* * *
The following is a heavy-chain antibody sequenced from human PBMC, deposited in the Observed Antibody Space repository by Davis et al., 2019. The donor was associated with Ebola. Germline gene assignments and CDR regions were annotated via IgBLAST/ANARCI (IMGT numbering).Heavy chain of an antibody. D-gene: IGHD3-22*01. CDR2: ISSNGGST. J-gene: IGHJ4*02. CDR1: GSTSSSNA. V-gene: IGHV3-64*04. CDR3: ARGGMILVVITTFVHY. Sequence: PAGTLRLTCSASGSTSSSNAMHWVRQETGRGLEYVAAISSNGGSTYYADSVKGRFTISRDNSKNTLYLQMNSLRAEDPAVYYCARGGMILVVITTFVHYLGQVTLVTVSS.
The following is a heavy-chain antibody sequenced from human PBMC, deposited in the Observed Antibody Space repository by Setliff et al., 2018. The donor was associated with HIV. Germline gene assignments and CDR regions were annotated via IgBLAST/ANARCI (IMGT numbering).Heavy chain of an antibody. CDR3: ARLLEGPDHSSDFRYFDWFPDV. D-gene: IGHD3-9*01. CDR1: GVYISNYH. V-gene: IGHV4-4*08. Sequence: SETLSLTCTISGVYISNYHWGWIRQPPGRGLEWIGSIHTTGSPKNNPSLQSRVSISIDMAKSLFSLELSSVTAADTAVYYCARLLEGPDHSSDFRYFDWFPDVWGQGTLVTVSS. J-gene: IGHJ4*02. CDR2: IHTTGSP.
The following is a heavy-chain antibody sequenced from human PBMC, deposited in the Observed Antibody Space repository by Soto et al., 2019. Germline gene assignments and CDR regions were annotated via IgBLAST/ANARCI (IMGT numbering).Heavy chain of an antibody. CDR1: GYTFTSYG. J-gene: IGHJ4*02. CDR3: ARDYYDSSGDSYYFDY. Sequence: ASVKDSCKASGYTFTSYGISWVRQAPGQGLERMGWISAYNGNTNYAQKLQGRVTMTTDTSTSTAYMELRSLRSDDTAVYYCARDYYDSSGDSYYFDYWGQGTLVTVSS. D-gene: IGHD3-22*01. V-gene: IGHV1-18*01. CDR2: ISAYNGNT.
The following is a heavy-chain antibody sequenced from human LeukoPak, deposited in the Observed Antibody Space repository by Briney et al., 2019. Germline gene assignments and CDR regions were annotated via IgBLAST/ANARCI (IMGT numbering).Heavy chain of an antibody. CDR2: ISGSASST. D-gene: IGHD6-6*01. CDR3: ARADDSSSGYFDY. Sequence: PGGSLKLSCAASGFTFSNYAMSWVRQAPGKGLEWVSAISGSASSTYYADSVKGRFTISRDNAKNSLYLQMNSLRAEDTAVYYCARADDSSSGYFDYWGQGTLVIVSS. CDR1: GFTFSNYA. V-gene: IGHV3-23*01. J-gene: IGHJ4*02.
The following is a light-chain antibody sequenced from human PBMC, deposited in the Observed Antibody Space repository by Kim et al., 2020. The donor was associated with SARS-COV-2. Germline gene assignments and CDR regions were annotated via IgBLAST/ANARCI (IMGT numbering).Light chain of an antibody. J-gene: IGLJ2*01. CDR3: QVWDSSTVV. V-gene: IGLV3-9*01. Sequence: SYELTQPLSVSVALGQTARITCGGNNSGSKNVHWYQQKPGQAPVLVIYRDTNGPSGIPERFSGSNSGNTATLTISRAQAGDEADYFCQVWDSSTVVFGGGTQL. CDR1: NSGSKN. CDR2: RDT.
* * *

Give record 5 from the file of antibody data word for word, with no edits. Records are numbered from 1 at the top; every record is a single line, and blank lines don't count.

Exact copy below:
The following is a light-chain antibody sequenced from human PBMC, deposited in the Observed Antibody Space repository by Kim et al., 2020. The donor was associated with SARS-COV-2. Germline gene assignments and CDR regions were annotated via IgBLAST/ANARCI (IMGT numbering).Light chain of an antibody. J-gene: IGLJ2*01. CDR3: QVWDSSTVV. V-gene: IGLV3-9*01. Sequence: SYELTQPLSVSVALGQTARITCGGNNSGSKNVHWYQQKPGQAPVLVIYRDTNGPSGIPERFSGSNSGNTATLTISRAQAGDEADYFCQVWDSSTVVFGGGTQL. CDR1: NSGSKN. CDR2: RDT.